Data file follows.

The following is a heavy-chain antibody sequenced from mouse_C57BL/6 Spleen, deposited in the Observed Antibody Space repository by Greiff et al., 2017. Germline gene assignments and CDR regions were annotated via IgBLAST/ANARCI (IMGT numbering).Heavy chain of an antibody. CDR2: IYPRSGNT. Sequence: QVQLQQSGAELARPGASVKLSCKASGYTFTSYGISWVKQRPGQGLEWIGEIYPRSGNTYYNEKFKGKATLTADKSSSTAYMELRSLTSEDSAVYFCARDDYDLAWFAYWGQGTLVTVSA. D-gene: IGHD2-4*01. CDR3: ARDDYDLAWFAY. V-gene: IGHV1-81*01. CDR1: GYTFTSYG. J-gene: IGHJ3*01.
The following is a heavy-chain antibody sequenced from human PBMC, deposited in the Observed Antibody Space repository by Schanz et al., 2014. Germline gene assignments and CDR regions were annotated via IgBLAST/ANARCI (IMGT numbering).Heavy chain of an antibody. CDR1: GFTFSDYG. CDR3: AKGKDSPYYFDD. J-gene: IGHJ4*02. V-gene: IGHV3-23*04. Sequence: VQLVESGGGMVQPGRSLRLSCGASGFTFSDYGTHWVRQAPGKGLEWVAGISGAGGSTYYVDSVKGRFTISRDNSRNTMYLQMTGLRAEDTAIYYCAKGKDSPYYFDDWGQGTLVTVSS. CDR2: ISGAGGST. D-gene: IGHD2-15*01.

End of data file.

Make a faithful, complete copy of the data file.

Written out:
The following is a heavy-chain antibody sequenced from mouse_C57BL/6 Spleen, deposited in the Observed Antibody Space repository by Greiff et al., 2017. Germline gene assignments and CDR regions were annotated via IgBLAST/ANARCI (IMGT numbering).Heavy chain of an antibody. CDR2: IYPRSGNT. Sequence: QVQLQQSGAELARPGASVKLSCKASGYTFTSYGISWVKQRPGQGLEWIGEIYPRSGNTYYNEKFKGKATLTADKSSSTAYMELRSLTSEDSAVYFCARDDYDLAWFAYWGQGTLVTVSA. D-gene: IGHD2-4*01. CDR3: ARDDYDLAWFAY. V-gene: IGHV1-81*01. CDR1: GYTFTSYG. J-gene: IGHJ3*01.
The following is a heavy-chain antibody sequenced from human PBMC, deposited in the Observed Antibody Space repository by Schanz et al., 2014. Germline gene assignments and CDR regions were annotated via IgBLAST/ANARCI (IMGT numbering).Heavy chain of an antibody. CDR1: GFTFSDYG. CDR3: AKGKDSPYYFDD. J-gene: IGHJ4*02. V-gene: IGHV3-23*04. Sequence: VQLVESGGGMVQPGRSLRLSCGASGFTFSDYGTHWVRQAPGKGLEWVAGISGAGGSTYYVDSVKGRFTISRDNSRNTMYLQMTGLRAEDTAIYYCAKGKDSPYYFDDWGQGTLVTVSS. CDR2: ISGAGGST. D-gene: IGHD2-15*01.